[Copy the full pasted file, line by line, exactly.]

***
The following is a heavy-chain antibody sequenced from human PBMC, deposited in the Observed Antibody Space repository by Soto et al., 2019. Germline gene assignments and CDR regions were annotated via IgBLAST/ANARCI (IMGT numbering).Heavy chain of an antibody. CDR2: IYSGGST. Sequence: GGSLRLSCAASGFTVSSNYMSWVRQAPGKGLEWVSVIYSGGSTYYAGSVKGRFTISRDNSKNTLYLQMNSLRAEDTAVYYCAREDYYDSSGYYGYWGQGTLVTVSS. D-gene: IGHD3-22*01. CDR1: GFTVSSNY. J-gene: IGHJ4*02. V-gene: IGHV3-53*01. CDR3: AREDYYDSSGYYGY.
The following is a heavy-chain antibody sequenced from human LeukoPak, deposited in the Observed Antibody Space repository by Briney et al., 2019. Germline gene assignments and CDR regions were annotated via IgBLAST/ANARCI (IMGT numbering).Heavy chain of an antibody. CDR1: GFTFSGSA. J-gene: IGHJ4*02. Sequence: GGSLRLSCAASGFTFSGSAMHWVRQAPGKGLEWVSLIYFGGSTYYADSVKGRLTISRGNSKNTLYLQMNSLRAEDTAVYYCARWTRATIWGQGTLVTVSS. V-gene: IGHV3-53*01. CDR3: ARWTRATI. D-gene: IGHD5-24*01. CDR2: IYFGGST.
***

The following is a heavy-chain antibody sequenced from human PBMC, deposited in the Observed Antibody Space repository by Soto et al., 2019. Germline gene assignments and CDR regions were annotated via IgBLAST/ANARCI (IMGT numbering).Heavy chain of an antibody. CDR2: IYSGGST. Sequence: GGSLRLSCAASGFTVSSNYMSWVRQAPGKGLEWVSVIYSGGSTYYAGSVKGRFTISRDNSKNTLYLQMNSLRAEDTAVYYCAREDYYDSSGYYGYWGQGTLVTVSS. D-gene: IGHD3-22*01. CDR1: GFTVSSNY. J-gene: IGHJ4*02. V-gene: IGHV3-53*01. CDR3: AREDYYDSSGYYGY.
The following is a heavy-chain antibody sequenced from human LeukoPak, deposited in the Observed Antibody Space repository by Briney et al., 2019. Germline gene assignments and CDR regions were annotated via IgBLAST/ANARCI (IMGT numbering).Heavy chain of an antibody. CDR1: GFTFSGSA. J-gene: IGHJ4*02. Sequence: GGSLRLSCAASGFTFSGSAMHWVRQAPGKGLEWVSLIYFGGSTYYADSVKGRLTISRGNSKNTLYLQMNSLRAEDTAVYYCARWTRATIWGQGTLVTVSS. V-gene: IGHV3-53*01. CDR3: ARWTRATI. D-gene: IGHD5-24*01. CDR2: IYFGGST.